In 1824, painter Thomas Cole, who had arrived in the U.S. in 1818, maintained his residence in a garret on Greenwich Street, exhibiting his paintings in local shops. Poet and writer Edgar Allan Poe lived in a boardinghouse on the street briefly between 1844 and 1845, but did not like the neighborhood, complaining of dirty streets and the noise made by clam-and-catfish vendors.
Also located on Greenwich Street in the mid-1800s was one of the many outlets of "Madame Restell", actually Ann Lohman, who sold pills for aborting unwanted pregnancies. The Greenwich Street location doubled as a lying-in facility for women who wanted to bear their child. In 1846 an angry mob, riled up by Restell's competitors and false claims of murder, descended on her Greenwich Street headquarters and attempted to evict her from the city; 40 policeman restored order. Restell, who got rich running her enterprises, was arrested a number of times, but was able to buy her way out of trouble, and eventually built a mansion at Fifth Avenue and 52nd Street.
In 1867, engineer Charles T. Harvey managed to get permission from the New York State Legislature to build a short stretch of elevated track as an experiment. Located on Greenwich Street north of Battery Place, the half-mile single-track set-up, which had two stationery engines at each end, attached by cables to a car which the motors shuttled back and forth, was ready for testing by June 1868. Harvey himself went bankrupt in the Black Friday of 1869 caused by the speculations of Jay Gould and James Fisk, but the company he set up went through a number of reorganizations and emerged in 1872 as the New York Elevated Railway Company, which utilized steam locomotives to pull cars on a single elevated track that ran up Greenwich and Ninth Avenue to 30th Street, where a connection could be made at the terminal of the Hudson River Railroad. Eventually, this would become the Ninth Avenue El, which was demolished in 1940.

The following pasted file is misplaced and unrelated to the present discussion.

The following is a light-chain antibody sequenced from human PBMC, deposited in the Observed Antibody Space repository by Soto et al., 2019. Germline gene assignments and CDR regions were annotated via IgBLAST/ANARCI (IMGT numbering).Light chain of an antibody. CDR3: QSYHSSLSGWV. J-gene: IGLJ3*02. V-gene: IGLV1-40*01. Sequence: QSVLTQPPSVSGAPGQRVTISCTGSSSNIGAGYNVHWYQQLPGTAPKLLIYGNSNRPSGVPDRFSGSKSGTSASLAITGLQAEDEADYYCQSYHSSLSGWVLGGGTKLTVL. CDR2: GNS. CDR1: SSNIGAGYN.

The IRT Broadway – Seventh Avenue Line runs under Greenwich Street from Vesey Street south to its end. The Cortlandt Street and Rector Street stations (1 train) serve it directly. Due to the September 11 attacks, and the resulting destruction of the World Trade Center, the Cortlandt Street station has been closed until 2014 at the earliest, pending the redevelopment of the World Trade Center site. Other subway stations serve Greenwich Street from nearby. These include (from north to south) the 14th Street – Eighth Avenue station (A C E L trains); the Christopher Street – Sheridan Square (local), Houston Street (local), Canal Street (local), Franklin Street (local) and Chambers Street (express) stations on the IRT Broadway – Seventh Avenue Line (1 2 3 trains); and the Chambers Street – World Trade Center station (A C E trains).